Is Comparison Sabotaging Your Success?
You’ve been faithfully following your workout plan and you’re seeing results, but your friend at the gym seems to be making more gains. And your neighbor dropped almost 15 pounds, while you’re still focusing on losing 10. Even when you’re making progress, frequently comparing yourself to other people—at the gym, grocery store, Instagram or wherever—can leave you feeling frustrated or discouraged. So why do so many of us do it?
The Comparison CompulsionSara Gilman, Psy.D., a psychotherapist who works with Olympic-level and elite athletes on improving peak performance and mental toughness, says that social comparison is normal—to a point. “Comparing yourself to others can be a strong source of motivation and direction,” she says. “Our culture and media are filled with messages of what someone should strive to be. But unfortunately, those messages are not always reasonable or realistic.” Moreover, instead of comparing apples to apples, we compare apples to oranges. The woman with the toned abs you compare yourself to at the gym most likely inherited a different body type than yours, so she builds muscle more easily or burns fat more quickly. The images you see on social media are usually significantly altered and filtered to look perfect. (Remember, nobody is perfect. And the woman with the great abs undoubtedly has a body part she’s not happy with.)
From Self-Confidence to Self-DoubtConstantly making unrealistic comparisons between yourself and others can leave you feeling like you can’t measure up, which tears at your self-worth and can result in mental health issues such as depression and feelings of failure. Comparison also causes you to focus on others rather than yourself, which sets the stage for feeling that you’re not “enough.” When you start worrying that you’re not strong enough or fast enough, you set off an internal dialogue that can spiral downward into anxiety and self-doubt. “This leads to mental distraction that throws you off your game,” Dr. Gilman says. “Instead of feeling confident and empowered, you end up draining your system of the vital energy that you need to be successful, both mentally and physically.” Moreover, comparisons can negatively affect relationships with friends and workout buddies. If you’re envious of one another’s accomplishments, it’s nearly impossible to also be supportive of each other and truly celebrate when you reach milestones.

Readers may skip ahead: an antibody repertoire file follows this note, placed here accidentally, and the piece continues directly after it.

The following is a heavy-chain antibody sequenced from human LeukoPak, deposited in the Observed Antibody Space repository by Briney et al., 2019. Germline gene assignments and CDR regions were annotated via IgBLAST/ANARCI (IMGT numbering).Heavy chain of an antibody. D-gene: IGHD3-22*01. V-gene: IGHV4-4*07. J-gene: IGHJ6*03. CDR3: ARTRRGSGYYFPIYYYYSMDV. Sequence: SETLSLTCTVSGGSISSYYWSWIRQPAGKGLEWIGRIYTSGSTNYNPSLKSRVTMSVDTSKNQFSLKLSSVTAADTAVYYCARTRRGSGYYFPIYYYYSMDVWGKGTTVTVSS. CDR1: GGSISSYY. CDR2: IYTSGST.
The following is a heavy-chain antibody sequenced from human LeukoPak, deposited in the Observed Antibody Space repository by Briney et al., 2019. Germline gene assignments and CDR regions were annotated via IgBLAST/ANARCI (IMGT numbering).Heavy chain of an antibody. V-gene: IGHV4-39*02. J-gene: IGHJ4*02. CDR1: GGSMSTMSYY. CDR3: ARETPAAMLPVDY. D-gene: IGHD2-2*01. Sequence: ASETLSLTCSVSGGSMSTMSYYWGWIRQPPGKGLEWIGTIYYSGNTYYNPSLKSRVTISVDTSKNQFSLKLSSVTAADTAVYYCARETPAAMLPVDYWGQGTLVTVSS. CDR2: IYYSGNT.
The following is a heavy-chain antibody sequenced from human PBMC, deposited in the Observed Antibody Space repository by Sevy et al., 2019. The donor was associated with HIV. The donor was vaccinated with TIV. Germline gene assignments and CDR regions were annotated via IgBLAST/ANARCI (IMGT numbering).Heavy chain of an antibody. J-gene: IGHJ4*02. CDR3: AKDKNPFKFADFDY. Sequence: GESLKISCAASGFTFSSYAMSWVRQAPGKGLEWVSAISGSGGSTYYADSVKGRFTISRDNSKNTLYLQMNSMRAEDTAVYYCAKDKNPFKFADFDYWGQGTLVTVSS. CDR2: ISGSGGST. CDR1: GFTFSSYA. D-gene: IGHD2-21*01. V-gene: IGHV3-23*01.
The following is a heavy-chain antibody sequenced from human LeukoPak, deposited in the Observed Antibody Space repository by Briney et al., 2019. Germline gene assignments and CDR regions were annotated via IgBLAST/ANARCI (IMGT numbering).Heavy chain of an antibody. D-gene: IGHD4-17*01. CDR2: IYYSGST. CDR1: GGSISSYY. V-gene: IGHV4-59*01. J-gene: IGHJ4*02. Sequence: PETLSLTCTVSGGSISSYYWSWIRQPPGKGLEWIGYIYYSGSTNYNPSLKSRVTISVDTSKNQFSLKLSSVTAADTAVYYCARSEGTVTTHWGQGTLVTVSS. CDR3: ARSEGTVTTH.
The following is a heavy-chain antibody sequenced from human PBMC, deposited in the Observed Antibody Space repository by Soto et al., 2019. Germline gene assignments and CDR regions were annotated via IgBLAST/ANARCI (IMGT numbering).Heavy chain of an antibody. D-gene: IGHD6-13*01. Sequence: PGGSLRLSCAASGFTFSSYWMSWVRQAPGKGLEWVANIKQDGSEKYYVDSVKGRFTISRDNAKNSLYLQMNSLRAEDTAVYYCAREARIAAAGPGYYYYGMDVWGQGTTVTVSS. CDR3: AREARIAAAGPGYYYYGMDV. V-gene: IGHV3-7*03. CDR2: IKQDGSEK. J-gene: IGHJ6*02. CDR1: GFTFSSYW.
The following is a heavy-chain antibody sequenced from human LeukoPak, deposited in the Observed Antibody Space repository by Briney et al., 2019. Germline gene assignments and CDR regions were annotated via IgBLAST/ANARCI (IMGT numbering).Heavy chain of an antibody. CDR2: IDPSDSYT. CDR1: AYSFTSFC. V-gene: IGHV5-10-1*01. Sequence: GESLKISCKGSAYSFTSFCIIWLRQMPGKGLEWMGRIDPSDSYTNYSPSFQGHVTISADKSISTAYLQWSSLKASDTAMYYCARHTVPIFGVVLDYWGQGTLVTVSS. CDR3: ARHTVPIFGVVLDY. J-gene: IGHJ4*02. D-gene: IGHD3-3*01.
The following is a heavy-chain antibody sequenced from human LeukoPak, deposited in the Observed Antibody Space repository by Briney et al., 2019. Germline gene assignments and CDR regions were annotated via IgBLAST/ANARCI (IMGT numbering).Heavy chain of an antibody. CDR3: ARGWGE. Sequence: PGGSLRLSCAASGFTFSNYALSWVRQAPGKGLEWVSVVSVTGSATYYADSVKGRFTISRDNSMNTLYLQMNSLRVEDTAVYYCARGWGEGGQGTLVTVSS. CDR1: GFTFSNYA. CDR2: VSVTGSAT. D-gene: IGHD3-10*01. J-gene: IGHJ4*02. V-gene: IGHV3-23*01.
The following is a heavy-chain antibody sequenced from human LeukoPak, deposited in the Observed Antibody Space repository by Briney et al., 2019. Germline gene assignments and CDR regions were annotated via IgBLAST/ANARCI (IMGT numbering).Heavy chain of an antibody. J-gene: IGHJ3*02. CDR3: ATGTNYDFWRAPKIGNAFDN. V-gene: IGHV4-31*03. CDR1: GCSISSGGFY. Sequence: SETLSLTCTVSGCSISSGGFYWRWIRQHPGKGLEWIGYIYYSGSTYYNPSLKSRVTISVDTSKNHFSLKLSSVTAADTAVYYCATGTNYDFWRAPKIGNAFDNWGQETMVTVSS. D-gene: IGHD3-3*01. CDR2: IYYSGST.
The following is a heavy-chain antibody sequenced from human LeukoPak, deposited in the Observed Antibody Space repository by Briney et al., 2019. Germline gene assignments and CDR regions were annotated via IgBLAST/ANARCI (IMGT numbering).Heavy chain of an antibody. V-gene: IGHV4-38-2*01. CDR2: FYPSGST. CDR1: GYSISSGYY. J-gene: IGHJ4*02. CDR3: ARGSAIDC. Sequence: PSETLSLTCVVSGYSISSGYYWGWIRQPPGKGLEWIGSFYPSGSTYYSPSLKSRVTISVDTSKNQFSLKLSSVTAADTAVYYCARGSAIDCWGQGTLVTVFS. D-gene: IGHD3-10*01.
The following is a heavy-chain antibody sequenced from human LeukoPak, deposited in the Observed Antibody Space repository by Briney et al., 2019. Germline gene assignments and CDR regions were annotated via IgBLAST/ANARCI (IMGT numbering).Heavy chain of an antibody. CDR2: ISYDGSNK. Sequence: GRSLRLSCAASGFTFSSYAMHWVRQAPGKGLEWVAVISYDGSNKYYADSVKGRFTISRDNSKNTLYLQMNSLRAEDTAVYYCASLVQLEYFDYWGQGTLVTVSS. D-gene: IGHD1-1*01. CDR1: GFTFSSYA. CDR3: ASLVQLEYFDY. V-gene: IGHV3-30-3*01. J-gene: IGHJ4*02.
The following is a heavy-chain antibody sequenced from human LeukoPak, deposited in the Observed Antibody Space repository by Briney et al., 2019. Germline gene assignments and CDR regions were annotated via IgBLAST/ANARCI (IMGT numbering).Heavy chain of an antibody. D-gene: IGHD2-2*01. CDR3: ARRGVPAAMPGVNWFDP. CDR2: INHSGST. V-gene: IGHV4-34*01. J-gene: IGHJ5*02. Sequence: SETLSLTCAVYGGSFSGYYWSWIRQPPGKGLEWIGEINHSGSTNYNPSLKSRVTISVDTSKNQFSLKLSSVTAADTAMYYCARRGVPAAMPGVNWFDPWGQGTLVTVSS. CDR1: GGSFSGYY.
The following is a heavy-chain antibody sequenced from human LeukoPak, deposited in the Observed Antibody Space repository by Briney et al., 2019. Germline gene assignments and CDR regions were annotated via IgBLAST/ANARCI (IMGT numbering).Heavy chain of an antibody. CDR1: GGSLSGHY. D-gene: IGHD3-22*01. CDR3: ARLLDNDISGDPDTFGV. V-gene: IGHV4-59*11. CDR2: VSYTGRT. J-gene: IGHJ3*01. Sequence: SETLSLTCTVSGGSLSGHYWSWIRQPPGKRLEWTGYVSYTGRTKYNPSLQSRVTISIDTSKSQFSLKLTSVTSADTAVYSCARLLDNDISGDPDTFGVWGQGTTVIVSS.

Change Your FocusInstead of comparing yourself to others, says Dr. Gilman, compare yourself to yourself. How well are you doing compared to where you were a few weeks or a month ago? “Comparing yourself to yourself gives you vital information on your own progress and how to get closer to your goals,” she explains. “It keeps your focus on self-improvement.” Of course, making this behavior change may be easier said than done. For some people, it may be an ingrained thought pattern that needs to be unlearned with time and effort, but it is possible. The first step is to be aware of your thoughts; in other words, catch yourself making comparisons, and shift your thinking. “To increase mental toughness, it is imperative to be able to notice when focusing on others is a distraction and redirect your focus on your own performance and goals,” says Dr. Gilman. “Learning mental skills such as empowering self-talk, visualizations and breathing techniques can help you bring your mind and energy back to yourself.” Also, determine if the comparison is healthy or unhealthy. If the comparison gives you hope and inspiration, and ignites your motivation, then it is giving you energy. Learning how they got to their goals can guide you toward yours. But if you’re thinking things like, “I’ll never get there,”’ or “It is easy for them but not for me,” then the comparison is draining you. Having a professional trainer or coach can go a long way toward helping you stay focused on your individual goals. A health and exercise professional can set realistic benchmarks and develop a specific plan to help you reach them, as well as make adjustments and “course corrections” along the way to keep you on track. “Self-confidence is about believing in your self,” notes Dr. Gilman. “Not about yourself in comparison to someone else.”